A modern example are cell phone data plans. The big cell phone carriers had unlimited data plans, but then this ended. People already on these unlimited data plans could keep them so long as they kept the same service. Anyone new would not have access to unlimited data plans and would have to pay for limited plans, with extra charges and fees for going above the limit.
But a new rule was established in the Southern United States some time between the late 1890s and early 1900s. In order to vote, one had to take a literacy test or own property. A “grandfather clause” allowed anyone who had the right to vote before 1867 to continue voting without having to take a literacy test or own property. The name “grandfather clause” comes into play because this rule also applied to the descendants of anyone who had been granted the right to vote before 1867.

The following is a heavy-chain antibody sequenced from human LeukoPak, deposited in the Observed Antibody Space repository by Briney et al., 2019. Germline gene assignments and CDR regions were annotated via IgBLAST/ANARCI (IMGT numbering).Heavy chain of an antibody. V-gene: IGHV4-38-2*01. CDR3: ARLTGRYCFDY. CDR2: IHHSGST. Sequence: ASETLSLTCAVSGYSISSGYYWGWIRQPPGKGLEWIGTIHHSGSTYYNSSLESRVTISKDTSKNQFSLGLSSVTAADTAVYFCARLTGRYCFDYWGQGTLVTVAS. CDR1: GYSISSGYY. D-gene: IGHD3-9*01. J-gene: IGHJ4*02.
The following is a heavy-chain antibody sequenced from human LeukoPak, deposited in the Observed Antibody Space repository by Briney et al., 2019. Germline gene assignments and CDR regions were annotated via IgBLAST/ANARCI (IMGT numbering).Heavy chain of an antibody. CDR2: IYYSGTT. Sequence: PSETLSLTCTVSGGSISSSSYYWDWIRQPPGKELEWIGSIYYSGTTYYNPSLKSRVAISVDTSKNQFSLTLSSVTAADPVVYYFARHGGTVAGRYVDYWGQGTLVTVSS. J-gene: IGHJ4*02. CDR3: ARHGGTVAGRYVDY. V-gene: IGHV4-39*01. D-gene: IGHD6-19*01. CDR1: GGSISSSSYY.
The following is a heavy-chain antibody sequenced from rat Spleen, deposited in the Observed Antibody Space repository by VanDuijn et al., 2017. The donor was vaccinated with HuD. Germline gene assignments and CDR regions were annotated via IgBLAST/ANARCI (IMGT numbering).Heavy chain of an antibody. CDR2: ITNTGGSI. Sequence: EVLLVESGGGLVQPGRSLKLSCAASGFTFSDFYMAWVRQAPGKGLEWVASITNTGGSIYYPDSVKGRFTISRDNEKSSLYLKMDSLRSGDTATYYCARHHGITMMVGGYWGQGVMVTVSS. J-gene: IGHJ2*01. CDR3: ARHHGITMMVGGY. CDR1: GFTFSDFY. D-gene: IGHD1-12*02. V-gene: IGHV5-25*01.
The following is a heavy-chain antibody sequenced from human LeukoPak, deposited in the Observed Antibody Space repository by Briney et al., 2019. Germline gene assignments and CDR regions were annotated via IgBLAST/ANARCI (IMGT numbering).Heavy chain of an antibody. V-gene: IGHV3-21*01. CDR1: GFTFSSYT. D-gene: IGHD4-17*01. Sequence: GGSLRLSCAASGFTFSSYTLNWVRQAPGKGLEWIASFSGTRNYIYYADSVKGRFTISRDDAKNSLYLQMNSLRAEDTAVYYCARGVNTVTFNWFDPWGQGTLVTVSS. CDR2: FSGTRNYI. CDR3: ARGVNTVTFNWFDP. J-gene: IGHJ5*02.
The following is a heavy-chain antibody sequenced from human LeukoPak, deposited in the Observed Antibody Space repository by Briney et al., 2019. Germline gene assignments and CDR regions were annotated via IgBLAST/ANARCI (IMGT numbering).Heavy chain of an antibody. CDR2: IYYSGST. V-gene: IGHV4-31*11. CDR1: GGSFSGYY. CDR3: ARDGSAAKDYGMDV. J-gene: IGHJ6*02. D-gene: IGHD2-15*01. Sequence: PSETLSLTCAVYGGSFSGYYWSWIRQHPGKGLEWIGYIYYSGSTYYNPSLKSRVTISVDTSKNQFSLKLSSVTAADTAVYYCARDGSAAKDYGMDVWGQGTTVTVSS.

Now this rule was fully loaded as most black people were enslaved prior to 1867, and therefore did not have the right to vote. So basically, the grandfather clause prevented these people from voting even after they had won their freedom since their grandfathers had more than likely been slaves. And slaves were typically forbidden to read, extenuating the problem years after slavery was abolished.
In 1915, the U.S. Supreme Court found these grandfather clauses to be unconstitutional as the aforementioned 15th amendment was meant to give U.S citizens equal rights when it came to voting. Even then, black people faced huge barriers when trying to vote. It wasn’t until the Voting Rights Act of 1965 came into force that the 15th Amendment became a reality.